I know you’ve all (all 3 of you!) been waiting with trepidation to see how ‘no-score Nanson’ was going to ruin his site. Well, that time is drawing near! I’d planned to make the change last weekend, but a few technical issues still needed to be resolved, but really, I think that in the next 7-10 days it might really happen!
So, what won’t change?
Actually the majority of the site will be exactly as before, and I’ll still do a Spring, Summer & Autumn report in the format that you’ve become used to. New domaines will still be profiled in Burgundy Report.
So, what will change?
The tasting notes that were a significant chunk of previous reports will move to the ‘extra content’ area but Burgundy Report will remain a descriptive ‘title’ i.e. taking a more journalistic approach to what is published, including reportage articles. For domaines that have previously been profiled in these pages, all the reportage from those new visits will be in the ‘extra content’ area, including the winemakers’ commentary.
And of-course you won’t find scores! Let me expand on that: I simply don’t believe in the 100 point scale today – and what’s the point of having other scoring systems? – I was dubious about 100pts 20 years ago, but now I’m completely against it. Why?
A cursary glance of any publication dealing with good producers will show scores mainly in the 91-94 range – so everything is potentially the same! When Burghound published his first newsletter (1998/1999 vintages!) a score of 94 was a very rare thing indeed, despite a great vintage. It seems to me that today, and not just from Burghound, 94 is the new 90. But where Burghound brings massive value to his subscribers is his ‘sweet spot’ and ‘don’t miss’ selections. I intend to follow this path to enlightenment in my notes from domaine visits.
Burgundy Report has never been the place to come to for wall-to-wall fawning over Roumier, Rousseau, DRC etcetera – though they will obviously play supporting roles – but, put simply, their prices have doubled so-often that they have limited relevence to the the vast majority of Burgundy drinkers (& buyers) today – and I know that those producers are just as sad about this as we are are…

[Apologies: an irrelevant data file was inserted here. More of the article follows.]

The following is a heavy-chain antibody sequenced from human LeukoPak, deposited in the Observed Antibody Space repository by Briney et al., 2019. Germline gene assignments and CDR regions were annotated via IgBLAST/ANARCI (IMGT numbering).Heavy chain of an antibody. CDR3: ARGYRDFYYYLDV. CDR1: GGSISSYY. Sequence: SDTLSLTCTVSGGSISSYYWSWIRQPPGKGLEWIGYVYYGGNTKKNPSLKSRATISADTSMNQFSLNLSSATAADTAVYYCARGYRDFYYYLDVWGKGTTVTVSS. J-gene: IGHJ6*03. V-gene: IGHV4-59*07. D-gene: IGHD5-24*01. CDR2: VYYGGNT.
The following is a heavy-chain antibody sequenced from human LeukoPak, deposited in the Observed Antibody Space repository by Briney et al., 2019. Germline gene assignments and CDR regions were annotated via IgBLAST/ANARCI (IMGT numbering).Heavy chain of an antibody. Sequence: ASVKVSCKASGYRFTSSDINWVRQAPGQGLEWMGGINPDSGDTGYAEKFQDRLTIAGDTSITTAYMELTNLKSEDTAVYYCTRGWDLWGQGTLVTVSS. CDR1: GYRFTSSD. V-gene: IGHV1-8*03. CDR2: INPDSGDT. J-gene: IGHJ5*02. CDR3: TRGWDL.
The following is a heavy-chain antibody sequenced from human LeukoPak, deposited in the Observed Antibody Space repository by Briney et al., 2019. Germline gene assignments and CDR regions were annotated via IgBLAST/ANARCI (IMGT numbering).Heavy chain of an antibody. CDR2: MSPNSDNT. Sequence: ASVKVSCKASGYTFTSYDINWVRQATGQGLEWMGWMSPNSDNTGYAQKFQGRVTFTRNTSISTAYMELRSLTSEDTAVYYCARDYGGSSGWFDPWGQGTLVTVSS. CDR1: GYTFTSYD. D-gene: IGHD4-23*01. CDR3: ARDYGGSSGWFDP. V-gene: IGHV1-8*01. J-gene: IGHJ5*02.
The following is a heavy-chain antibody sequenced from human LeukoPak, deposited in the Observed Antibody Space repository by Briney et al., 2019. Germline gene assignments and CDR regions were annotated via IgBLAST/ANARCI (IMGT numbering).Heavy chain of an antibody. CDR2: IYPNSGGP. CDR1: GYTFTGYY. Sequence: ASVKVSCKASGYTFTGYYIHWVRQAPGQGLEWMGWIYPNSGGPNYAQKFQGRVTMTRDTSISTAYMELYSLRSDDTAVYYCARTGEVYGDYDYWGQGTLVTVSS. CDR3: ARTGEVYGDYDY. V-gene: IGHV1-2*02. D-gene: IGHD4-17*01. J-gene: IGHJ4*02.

From a journalistic point of view, I consider that Chablis and the Côtes Chalonnaise and Maçonnais are significantly underserved – I intend to make some inroads into those gaps in the coming months and years – whilst, at the same time extending my coverage of the Côte d’Or itself. We all need good wine to drink that costs less than €15 – right?!
Of-course, asking for money will cause some people to become incandescent with rage because they have always paid nothing – others may applaud if there is value to be had. I hope to underscore the latter, and will, as best as possible, ignore the former.
I, Bill Nanson, remain the sole author of Burgundy Report, but (as always) I don’t preclude contributions from others – the difference is that I might now have to pay them! Let’s see 😉
So, despite my site’s technical delay, the amount of new content is undiminished. From January and February I already have 26 domaines/maisons in the bag, nine of them new to Burgundy Report, and I head to Burgundy yet-again this week. For reference, I’ll be in Burgundy about 50% of the time, the most commitment of any English-language commentator that I know-of (yes, and before you say it, Clive is largely retired!) and I’m still the only one who triages the grapes, every year, at harvest-time.
To keep some ‘order’, I may arrange new content chronologically; January, February, March etcetera (I intend probably August and December to be content-free months ignoring ‘scoops’), but content will go online as it is completed, rather than waiting. I certainly won’t fill your inboxes with alerts, but new stuff will be announced via @billnanson on Twitter – follow if you wish. Failing that, you can just stop-by and see if there’s anything new 😉
So, the $64,000 question?
I was going to charge €69 per 12 months – it sounded kinda sexy – but then reality bit and I have to work on the principle that I live in Switzerland; so a nice round 85 Swiss Francs it is (that’s US$96 or £58 today).
Even my optimistic target for subscribers won’t come close to my previous salary (and there are obvious extra costs of being in France so much of the time) so I will be writing for other publications, working on my project ‘Book 2,’ and will also offer my services as a tour-guide in Burgundy. With good content, and a fair wind, I think that this portfolio has the potential to add up to a real job – i.e. one with a real salary!
Oh, and I remain ever the egalitarian; once the paid content is over 18 months old – it will automatically become free content!
Feel free to discuss 😉